A useful system of finger reckoning from the Middle Ages:

To multiply 6 x 9, hold up one finger, to represent the difference between the 5 fingers on that hand and the first number to be multiplied, 6.

On the other hand, hold up four fingers, the difference between 5 and 9.

Now add the number of extended fingers on each hand to get the first digit of the answer (1 + 4 = 5), and multiply the number of closed fingers on each hand to get the second (4 × 1 = 4). This gives the answer, 54.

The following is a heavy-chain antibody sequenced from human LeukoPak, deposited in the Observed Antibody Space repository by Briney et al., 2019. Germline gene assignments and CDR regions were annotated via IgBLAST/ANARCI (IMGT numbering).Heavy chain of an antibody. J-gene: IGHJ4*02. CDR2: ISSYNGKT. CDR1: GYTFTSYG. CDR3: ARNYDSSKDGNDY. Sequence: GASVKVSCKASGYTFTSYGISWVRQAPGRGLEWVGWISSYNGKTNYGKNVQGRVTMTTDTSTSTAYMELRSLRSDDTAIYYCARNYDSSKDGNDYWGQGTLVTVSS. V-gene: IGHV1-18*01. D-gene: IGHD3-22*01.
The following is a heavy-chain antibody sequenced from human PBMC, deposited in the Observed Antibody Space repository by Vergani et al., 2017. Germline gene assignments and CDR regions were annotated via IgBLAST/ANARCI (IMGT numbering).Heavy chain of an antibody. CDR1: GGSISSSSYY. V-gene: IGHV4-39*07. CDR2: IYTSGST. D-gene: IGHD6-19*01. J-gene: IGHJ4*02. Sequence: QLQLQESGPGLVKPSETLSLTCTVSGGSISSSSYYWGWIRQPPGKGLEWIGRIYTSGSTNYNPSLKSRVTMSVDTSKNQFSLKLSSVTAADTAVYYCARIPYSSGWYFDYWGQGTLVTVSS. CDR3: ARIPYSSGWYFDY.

In this way one can multiply numbers between 6 and 9 while knowing the multiplication table only up to 5 × 5.

A similar system could be used to multiply numbers between 10 and 15. To multiply 14 by 12, extend 4 fingers on one hand and 2 on the other. Add them to get 6; add 10 times that sum to 100, giving 160; and then add the product of the extended fingers, 4 × 2, to get 168.

This system reflects the fact that *xy* = 10 [(*x* – 10) + (*y* – 10)] + 100 + (*x* – 10)(*y* – 10).

(From J.T. Rogers, *The Story of Mathematics*, 1968.)